New York City health officials are reporting a case of neonatal herpes contracted during a ritual Jewish circumcision. This is the first such case reported in 2017.

Jewish circumcision Image/Video Screen Shot
Jewish circumcision
Image/Video Screen Shot

The infant was the full-term product of an unremarkable gestation and delivery. He was circumcised by a mohel on the 8th day of life. On day 15 of life he developed a rash on the genitals, buttocks, inner thigh, and ankle, which became vesicular by day 17 of life. Vesicular culture grew herpes simplex virus-1 (HSV-1).

The infant was admitted to hospital for a full 14 day course of intravenous acyclovir. His serum was negative for IgG antibody to herpes simplex virus types 1 and 2, and cerebrospinal fluid was HSV PCR negative. The location of the lesions, timing of signs and symptoms (following ritual Jewish circumcision and within one incubation period for HSV-1), and laboratory identification of HSV-1 are consistent with transmission during direct orogenital suction (DOS).

A 2012  Morbidity and Mortality Weekly Report (MMWR)  describes the out-of-hospital, ultra-Orthodox Jewish practice, aka metzitzah b’peh, as follows: the circumciser (mohel) places his mouth directly on the newly circumcised penis and sucks blood away from the circumcision wound, also called direct orogenital suction.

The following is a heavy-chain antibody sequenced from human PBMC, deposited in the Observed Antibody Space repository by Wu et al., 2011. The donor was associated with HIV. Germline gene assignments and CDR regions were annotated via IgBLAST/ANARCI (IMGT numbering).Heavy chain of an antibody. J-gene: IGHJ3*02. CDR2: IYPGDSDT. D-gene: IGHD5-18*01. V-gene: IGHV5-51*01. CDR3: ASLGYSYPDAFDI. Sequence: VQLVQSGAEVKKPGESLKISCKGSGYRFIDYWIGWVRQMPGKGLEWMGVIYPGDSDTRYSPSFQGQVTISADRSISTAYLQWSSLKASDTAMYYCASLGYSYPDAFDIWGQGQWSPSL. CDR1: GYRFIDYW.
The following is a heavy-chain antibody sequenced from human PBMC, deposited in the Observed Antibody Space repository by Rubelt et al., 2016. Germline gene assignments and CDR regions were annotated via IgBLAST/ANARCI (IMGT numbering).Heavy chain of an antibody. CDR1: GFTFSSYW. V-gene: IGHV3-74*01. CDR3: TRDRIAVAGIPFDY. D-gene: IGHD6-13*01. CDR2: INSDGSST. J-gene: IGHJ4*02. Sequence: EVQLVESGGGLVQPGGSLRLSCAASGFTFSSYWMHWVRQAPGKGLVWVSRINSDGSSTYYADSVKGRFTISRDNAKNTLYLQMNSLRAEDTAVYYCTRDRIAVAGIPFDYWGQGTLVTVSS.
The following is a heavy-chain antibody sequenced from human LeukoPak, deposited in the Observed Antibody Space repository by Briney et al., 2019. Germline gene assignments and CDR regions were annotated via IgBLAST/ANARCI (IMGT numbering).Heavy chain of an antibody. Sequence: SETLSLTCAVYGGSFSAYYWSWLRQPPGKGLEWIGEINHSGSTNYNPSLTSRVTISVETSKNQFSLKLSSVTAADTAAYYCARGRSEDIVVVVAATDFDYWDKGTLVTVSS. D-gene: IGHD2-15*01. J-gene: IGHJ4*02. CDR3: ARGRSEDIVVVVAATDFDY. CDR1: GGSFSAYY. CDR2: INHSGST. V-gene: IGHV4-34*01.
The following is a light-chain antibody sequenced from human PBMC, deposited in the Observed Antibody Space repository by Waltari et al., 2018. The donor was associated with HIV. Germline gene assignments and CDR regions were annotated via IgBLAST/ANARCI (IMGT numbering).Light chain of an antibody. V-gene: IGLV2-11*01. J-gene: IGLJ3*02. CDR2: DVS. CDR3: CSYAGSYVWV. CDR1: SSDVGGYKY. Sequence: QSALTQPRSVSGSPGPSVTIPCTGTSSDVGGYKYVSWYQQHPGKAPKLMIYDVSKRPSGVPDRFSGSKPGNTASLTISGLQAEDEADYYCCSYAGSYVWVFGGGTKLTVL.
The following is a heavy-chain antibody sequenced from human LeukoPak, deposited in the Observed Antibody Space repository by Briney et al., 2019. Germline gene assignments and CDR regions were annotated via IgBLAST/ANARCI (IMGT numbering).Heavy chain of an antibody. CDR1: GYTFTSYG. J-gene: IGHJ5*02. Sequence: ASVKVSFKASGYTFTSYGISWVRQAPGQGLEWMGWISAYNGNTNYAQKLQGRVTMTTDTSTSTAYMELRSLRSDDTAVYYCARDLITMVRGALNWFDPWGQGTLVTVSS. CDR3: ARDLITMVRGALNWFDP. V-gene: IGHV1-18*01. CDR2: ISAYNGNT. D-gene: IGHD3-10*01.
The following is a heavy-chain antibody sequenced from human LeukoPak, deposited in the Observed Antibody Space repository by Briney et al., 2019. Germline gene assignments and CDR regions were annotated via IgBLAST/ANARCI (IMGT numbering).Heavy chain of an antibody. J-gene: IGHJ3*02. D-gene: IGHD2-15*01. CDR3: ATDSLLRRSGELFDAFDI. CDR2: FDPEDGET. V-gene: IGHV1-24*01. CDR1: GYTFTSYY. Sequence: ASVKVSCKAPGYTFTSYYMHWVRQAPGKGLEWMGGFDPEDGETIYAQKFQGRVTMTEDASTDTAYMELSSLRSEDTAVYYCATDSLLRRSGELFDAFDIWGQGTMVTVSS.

Most cases of neonatal herpes are acquired during delivery, when a neonate passes through the birth canal of a woman with genital herpes infection. HSV infection after delivery is uncommon. However, in NYC, a substantial proportion of male neonatal herpes cases are related to DOS, an entirely preventable cause of infection.

Since 2000, there has been a total of 24 laboratory-confirmed cases of HSV infection following ritual Jewish circumcision reported to the Health Department. Two of the 24 infants died, and at least two others suffered brain damage.

The reported risk of an infant becoming infected with herpes simplex-1 or herpes simplex-2 who undergone direct orogenital suction is 3.4 times greater than an infant who did not go through the ritual procedure.